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(Unknown Angler )
11/17/00 10:42 PM
Kona Hawaii fishing report [Post#: 36 ] Reply to this post

Kona Hawaii fishing report 11/17/00

Mahi Mahi tops this months report as the most common catch. I'm not talkin' about little schoolie dolphin either. This is the time of year that we get the big ones here in Kona. The state record currently stands at 82 lbs. My largest Mahi to date hit the 80 lb. mark. Just for reference as to what you might hook up to this time of year. Now's the time where Kona's best captains veer from the norm and pull out their secret Mahi weapons. Besides my favorite Mahi trolling lures, I keep a pair of stand-up casting rods at the ready loaded with large Japanese casting plugs for those times when the school comes right up to the boat. Dead bait and cut chunks are another thing to have ready for when the action gets fast and frantic.

Normally I start my report with the Marlin action but it hasn't been very exciting lately. About 20 boats a day going out and from 0 to 3 marlin a day being caught. Not very good odds. The stripped Marlin will be arriving soon so hopefully next months billfish report will be better.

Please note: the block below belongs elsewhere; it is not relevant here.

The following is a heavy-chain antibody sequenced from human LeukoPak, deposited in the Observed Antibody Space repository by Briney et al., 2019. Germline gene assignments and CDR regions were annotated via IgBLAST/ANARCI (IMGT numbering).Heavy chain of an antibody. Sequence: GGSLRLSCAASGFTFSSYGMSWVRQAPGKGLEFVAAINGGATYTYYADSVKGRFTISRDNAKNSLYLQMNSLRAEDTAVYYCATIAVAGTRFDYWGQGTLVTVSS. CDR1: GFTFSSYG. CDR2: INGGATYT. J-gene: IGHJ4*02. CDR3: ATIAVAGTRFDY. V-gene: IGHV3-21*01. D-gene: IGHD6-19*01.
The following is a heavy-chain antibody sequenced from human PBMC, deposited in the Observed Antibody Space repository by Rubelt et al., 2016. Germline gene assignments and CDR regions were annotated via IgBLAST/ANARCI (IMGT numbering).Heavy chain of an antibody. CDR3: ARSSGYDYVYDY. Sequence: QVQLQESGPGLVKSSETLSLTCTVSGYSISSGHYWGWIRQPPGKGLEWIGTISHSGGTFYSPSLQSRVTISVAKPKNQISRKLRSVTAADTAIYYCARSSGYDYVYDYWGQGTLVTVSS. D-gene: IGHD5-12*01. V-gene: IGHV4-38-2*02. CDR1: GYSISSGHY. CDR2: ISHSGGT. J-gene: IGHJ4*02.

Lots of "shibi" (small yellowfin and bigeye tuna) are hanging around F buoy right now along with oioi and small aku. Good fun on light tackle. I recently joined the ranks of a state wide yellowfin and bigeye tuna tagging team (2 of us in Kona now) in cooperation with the University of Hawaii's Pelagic Fisheries Research Program. If you go fishing with me and it's tuna we're targeting, plan on tagging and releasing a large percentage (notice, I didn't say all. Yum yum) of the catch.

The Ono bite has been very slow lately due to a strong North current. When the current slows down, the Ono bite will pick up. We're still waiting for the spearfish to show up too.

Bottom fishing is still fantastic even with the strong North current. The "grounds" are loaded with oioi and kawakawa so the bottom fish are hanging right below the schools just waiting for a morsel to go deep enough to grab. The strong current definitely makes bottom fishing more difficult but not impossible.

See 'ya on the water ,
Capt. Jeff Rogers ,

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